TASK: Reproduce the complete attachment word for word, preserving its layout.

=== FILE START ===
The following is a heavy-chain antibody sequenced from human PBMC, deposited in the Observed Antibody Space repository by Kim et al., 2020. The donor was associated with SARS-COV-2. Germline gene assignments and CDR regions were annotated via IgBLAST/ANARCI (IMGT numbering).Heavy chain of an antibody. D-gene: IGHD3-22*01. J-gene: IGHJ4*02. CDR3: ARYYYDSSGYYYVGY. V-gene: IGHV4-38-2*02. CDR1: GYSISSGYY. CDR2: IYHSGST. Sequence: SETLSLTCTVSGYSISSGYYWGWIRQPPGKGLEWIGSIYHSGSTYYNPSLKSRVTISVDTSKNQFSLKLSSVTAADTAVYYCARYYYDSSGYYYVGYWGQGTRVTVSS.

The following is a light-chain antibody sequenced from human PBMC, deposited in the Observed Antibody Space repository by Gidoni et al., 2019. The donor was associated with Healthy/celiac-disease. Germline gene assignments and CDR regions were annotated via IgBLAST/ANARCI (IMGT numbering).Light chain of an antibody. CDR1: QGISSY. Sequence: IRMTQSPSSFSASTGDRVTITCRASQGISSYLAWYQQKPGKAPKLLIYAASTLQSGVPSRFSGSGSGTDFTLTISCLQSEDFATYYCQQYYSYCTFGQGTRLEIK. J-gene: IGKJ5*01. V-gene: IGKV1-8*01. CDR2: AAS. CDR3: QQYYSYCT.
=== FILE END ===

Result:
The following is a heavy-chain antibody sequenced from human PBMC, deposited in the Observed Antibody Space repository by Kim et al., 2020. The donor was associated with SARS-COV-2. Germline gene assignments and CDR regions were annotated via IgBLAST/ANARCI (IMGT numbering).Heavy chain of an antibody. D-gene: IGHD3-22*01. J-gene: IGHJ4*02. CDR3: ARYYYDSSGYYYVGY. V-gene: IGHV4-38-2*02. CDR1: GYSISSGYY. CDR2: IYHSGST. Sequence: SETLSLTCTVSGYSISSGYYWGWIRQPPGKGLEWIGSIYHSGSTYYNPSLKSRVTISVDTSKNQFSLKLSSVTAADTAVYYCARYYYDSSGYYYVGYWGQGTRVTVSS.

The following is a light-chain antibody sequenced from human PBMC, deposited in the Observed Antibody Space repository by Gidoni et al., 2019. The donor was associated with Healthy/celiac-disease. Germline gene assignments and CDR regions were annotated via IgBLAST/ANARCI (IMGT numbering).Light chain of an antibody. CDR1: QGISSY. Sequence: IRMTQSPSSFSASTGDRVTITCRASQGISSYLAWYQQKPGKAPKLLIYAASTLQSGVPSRFSGSGSGTDFTLTISCLQSEDFATYYCQQYYSYCTFGQGTRLEIK. J-gene: IGKJ5*01. V-gene: IGKV1-8*01. CDR2: AAS. CDR3: QQYYSYCT.